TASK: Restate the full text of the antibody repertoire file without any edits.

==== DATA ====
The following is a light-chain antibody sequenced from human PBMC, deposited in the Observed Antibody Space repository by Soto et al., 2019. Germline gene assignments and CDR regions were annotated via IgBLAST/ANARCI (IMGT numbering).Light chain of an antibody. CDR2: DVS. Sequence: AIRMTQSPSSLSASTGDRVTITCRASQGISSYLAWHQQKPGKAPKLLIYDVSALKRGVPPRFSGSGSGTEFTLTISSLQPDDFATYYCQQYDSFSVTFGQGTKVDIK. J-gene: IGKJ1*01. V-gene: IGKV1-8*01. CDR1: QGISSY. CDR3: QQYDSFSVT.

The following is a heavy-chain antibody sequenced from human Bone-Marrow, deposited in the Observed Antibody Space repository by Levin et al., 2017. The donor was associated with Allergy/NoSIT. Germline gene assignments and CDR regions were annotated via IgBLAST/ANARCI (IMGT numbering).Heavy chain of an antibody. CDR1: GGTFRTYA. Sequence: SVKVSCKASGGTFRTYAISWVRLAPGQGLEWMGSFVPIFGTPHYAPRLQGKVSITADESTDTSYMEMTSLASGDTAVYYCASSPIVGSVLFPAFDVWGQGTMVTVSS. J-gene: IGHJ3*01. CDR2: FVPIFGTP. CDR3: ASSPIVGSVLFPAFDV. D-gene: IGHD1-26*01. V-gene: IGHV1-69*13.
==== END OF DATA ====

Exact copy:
The following is a light-chain antibody sequenced from human PBMC, deposited in the Observed Antibody Space repository by Soto et al., 2019. Germline gene assignments and CDR regions were annotated via IgBLAST/ANARCI (IMGT numbering).Light chain of an antibody. CDR2: DVS. Sequence: AIRMTQSPSSLSASTGDRVTITCRASQGISSYLAWHQQKPGKAPKLLIYDVSALKRGVPPRFSGSGSGTEFTLTISSLQPDDFATYYCQQYDSFSVTFGQGTKVDIK. J-gene: IGKJ1*01. V-gene: IGKV1-8*01. CDR1: QGISSY. CDR3: QQYDSFSVT.

The following is a heavy-chain antibody sequenced from human Bone-Marrow, deposited in the Observed Antibody Space repository by Levin et al., 2017. The donor was associated with Allergy/NoSIT. Germline gene assignments and CDR regions were annotated via IgBLAST/ANARCI (IMGT numbering).Heavy chain of an antibody. CDR1: GGTFRTYA. Sequence: SVKVSCKASGGTFRTYAISWVRLAPGQGLEWMGSFVPIFGTPHYAPRLQGKVSITADESTDTSYMEMTSLASGDTAVYYCASSPIVGSVLFPAFDVWGQGTMVTVSS. J-gene: IGHJ3*01. CDR2: FVPIFGTP. CDR3: ASSPIVGSVLFPAFDV. D-gene: IGHD1-26*01. V-gene: IGHV1-69*13.